Residential construction numbers continue to be sluggish. While they improved over those in June, July numbers are still not what analysts and the housing industry are hoping to see. Builders aren’t clicking their heels together the way they were at the end of last year either. Builder confidence in August was the lowest so far this year.
Inflation remains moderate per the CPI, but the housing component of that index is not. Its increase accounted for the majority of the month’s rise.
Builders have been slow to get over the housing crisis. After all, it hit them hard and it’s understandable if they remain a little skittish. The National Association of Home Builders (NAHB) Housing Market Index (HMI), measures builder confidence. A score of 50 on a 100-point scale is considered sort of OK, but it hit a low of 9 in January 2009. The climb back to 50 took over four years, and it hit a decade high of 74 only last December. It has been all downhill since. The index oscillated between 68 and 70 from March through July and hit a 10-month low this month, dropping to 67.
Hard to tell if this weakening euphoria is translating into residential construction stats, but they have been skittish too. While they improved over those in June, July numbers are still not what analysts and the housing industry are hoping to see.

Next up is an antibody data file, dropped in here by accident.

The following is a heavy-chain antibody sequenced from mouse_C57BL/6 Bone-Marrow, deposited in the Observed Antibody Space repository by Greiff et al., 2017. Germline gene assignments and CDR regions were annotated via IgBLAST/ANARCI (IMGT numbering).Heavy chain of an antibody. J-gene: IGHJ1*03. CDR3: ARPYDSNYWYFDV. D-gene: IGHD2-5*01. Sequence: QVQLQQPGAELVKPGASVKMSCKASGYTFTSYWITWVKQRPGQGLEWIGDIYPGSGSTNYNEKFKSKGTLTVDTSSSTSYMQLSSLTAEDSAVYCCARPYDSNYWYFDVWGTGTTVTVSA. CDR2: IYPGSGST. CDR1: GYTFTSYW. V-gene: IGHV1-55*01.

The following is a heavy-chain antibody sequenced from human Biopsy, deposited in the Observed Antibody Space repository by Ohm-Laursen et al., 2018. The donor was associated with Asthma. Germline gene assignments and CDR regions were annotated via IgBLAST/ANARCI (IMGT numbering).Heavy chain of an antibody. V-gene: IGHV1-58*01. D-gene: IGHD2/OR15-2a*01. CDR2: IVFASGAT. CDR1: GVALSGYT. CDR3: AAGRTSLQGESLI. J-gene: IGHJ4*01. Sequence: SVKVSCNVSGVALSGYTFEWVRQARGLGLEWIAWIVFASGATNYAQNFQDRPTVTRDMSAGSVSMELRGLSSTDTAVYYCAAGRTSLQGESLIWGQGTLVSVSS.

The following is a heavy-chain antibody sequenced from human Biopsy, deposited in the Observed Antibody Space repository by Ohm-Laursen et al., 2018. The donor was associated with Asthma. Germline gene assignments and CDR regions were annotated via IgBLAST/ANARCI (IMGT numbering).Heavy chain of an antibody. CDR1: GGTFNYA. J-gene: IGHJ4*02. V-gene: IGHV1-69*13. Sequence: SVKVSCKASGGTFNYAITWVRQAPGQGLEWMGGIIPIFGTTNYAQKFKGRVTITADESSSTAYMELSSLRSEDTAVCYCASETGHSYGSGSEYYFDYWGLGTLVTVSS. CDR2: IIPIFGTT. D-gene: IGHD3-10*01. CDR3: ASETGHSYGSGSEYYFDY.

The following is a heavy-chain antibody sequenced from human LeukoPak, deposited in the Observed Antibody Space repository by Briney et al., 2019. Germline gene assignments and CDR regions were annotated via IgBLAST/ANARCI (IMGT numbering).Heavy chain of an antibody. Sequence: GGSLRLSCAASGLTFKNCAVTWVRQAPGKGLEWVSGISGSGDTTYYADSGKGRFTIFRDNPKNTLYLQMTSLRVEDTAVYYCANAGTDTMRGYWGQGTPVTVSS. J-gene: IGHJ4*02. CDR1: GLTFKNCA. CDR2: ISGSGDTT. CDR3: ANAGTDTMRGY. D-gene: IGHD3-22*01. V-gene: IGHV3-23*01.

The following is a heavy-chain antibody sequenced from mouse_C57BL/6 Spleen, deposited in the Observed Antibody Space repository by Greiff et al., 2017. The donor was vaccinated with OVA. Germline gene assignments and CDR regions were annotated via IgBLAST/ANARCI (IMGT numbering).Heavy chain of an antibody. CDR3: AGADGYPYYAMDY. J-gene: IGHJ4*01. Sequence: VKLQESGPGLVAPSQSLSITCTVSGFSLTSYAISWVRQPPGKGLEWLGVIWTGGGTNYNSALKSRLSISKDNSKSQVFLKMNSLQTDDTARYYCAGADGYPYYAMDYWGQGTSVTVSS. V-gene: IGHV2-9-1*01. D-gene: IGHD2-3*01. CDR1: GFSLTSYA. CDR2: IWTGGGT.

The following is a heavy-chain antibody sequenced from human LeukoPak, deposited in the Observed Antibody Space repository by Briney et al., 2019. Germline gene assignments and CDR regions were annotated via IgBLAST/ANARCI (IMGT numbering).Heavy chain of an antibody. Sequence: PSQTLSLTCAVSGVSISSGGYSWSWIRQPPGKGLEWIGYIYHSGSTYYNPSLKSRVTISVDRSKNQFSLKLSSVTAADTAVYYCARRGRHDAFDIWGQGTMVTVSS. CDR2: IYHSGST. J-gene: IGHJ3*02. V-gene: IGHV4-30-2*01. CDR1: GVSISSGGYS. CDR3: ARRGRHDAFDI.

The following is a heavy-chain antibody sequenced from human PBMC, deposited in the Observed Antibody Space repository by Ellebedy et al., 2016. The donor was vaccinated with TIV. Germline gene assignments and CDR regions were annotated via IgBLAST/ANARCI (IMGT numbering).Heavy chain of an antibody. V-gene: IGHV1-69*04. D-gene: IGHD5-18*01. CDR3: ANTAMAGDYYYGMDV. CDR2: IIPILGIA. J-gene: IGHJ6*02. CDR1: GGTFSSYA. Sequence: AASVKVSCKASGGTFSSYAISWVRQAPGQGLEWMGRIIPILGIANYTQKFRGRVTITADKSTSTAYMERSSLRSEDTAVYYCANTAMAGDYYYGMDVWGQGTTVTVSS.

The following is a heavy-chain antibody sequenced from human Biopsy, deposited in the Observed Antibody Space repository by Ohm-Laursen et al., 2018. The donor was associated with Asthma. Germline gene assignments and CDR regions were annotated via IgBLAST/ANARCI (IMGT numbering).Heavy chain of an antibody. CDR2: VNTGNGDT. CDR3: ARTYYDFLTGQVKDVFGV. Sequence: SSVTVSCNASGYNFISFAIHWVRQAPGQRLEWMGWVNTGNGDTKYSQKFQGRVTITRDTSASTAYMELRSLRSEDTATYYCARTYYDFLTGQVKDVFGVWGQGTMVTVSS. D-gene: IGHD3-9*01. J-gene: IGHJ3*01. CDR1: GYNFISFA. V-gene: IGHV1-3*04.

Housing permits were up 1.5% and single-family permits did a little better, up 1.9%, putting both ahead of last year by 4.2% and 6.4%, respectively. Housing starts managed a 0.9% gain, but remain 1.4% lower annually. Both increases however were off of June numbers that were even worse than originally reported. Permits were revised down only slightly but starts got a substantial downgrade. This means July starts would have lost ground had the original June estimate held. Not a lot of attention is paid to the rate of completions, but those were also down both for the month and year-over-year.
Results in the West were mixed. Permits rose slightly,1.2% and 2.8% for the month and year, but housing starts slid 19.6% compared to June and were off 10.9% on an annual basis. Completions are down 13.3% for the month but are still ahead of last year by 11.8%.
The Consumer Price Index (CPI) a measure of inflation, creeped up a bit in July, rising 0.2%, with the cost of shelter accounting for almost 60% of the gain. Housing prices grew 0.2 % and owners’ equivalent rent by 0.3%, boosting the shelter index by 3.5% for the year. Fortunately, this was offset by a steep decline in the energy index, down 0.5% on top of a -0.3% change in June. The Energy Index has gained 12.1% over the last year, pushing up the overall CPI.
While gasoline, electric, and gas utility prices are all backing off, housing apparently is not.
Speaking of backing off, mortgage interest rates did that too. Freddie Mac reports a drop of 6 basis points in the 30-year rate to an average of 4.53%.
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